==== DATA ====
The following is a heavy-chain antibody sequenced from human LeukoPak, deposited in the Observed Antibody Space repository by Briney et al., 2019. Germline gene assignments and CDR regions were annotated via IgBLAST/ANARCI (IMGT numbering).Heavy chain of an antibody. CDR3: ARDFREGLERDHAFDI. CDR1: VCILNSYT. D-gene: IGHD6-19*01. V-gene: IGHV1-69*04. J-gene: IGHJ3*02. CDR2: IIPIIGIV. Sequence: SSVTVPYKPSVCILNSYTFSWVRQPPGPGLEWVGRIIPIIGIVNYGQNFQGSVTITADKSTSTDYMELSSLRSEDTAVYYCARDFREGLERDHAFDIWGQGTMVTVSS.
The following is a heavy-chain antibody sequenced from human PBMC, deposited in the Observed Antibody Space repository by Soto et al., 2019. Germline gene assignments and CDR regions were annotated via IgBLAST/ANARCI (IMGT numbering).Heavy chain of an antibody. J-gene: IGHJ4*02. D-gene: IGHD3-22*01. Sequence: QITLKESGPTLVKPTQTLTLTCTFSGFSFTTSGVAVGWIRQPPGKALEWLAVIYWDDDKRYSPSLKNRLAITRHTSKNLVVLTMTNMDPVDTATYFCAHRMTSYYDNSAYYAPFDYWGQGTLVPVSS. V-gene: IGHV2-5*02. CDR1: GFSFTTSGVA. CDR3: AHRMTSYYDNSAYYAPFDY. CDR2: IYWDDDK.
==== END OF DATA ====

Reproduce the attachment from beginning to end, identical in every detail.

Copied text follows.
The following is a heavy-chain antibody sequenced from human LeukoPak, deposited in the Observed Antibody Space repository by Briney et al., 2019. Germline gene assignments and CDR regions were annotated via IgBLAST/ANARCI (IMGT numbering).Heavy chain of an antibody. CDR3: ARDFREGLERDHAFDI. CDR1: VCILNSYT. D-gene: IGHD6-19*01. V-gene: IGHV1-69*04. J-gene: IGHJ3*02. CDR2: IIPIIGIV. Sequence: SSVTVPYKPSVCILNSYTFSWVRQPPGPGLEWVGRIIPIIGIVNYGQNFQGSVTITADKSTSTDYMELSSLRSEDTAVYYCARDFREGLERDHAFDIWGQGTMVTVSS.
The following is a heavy-chain antibody sequenced from human PBMC, deposited in the Observed Antibody Space repository by Soto et al., 2019. Germline gene assignments and CDR regions were annotated via IgBLAST/ANARCI (IMGT numbering).Heavy chain of an antibody. J-gene: IGHJ4*02. D-gene: IGHD3-22*01. Sequence: QITLKESGPTLVKPTQTLTLTCTFSGFSFTTSGVAVGWIRQPPGKALEWLAVIYWDDDKRYSPSLKNRLAITRHTSKNLVVLTMTNMDPVDTATYFCAHRMTSYYDNSAYYAPFDYWGQGTLVPVSS. V-gene: IGHV2-5*02. CDR1: GFSFTTSGVA. CDR3: AHRMTSYYDNSAYYAPFDY. CDR2: IYWDDDK.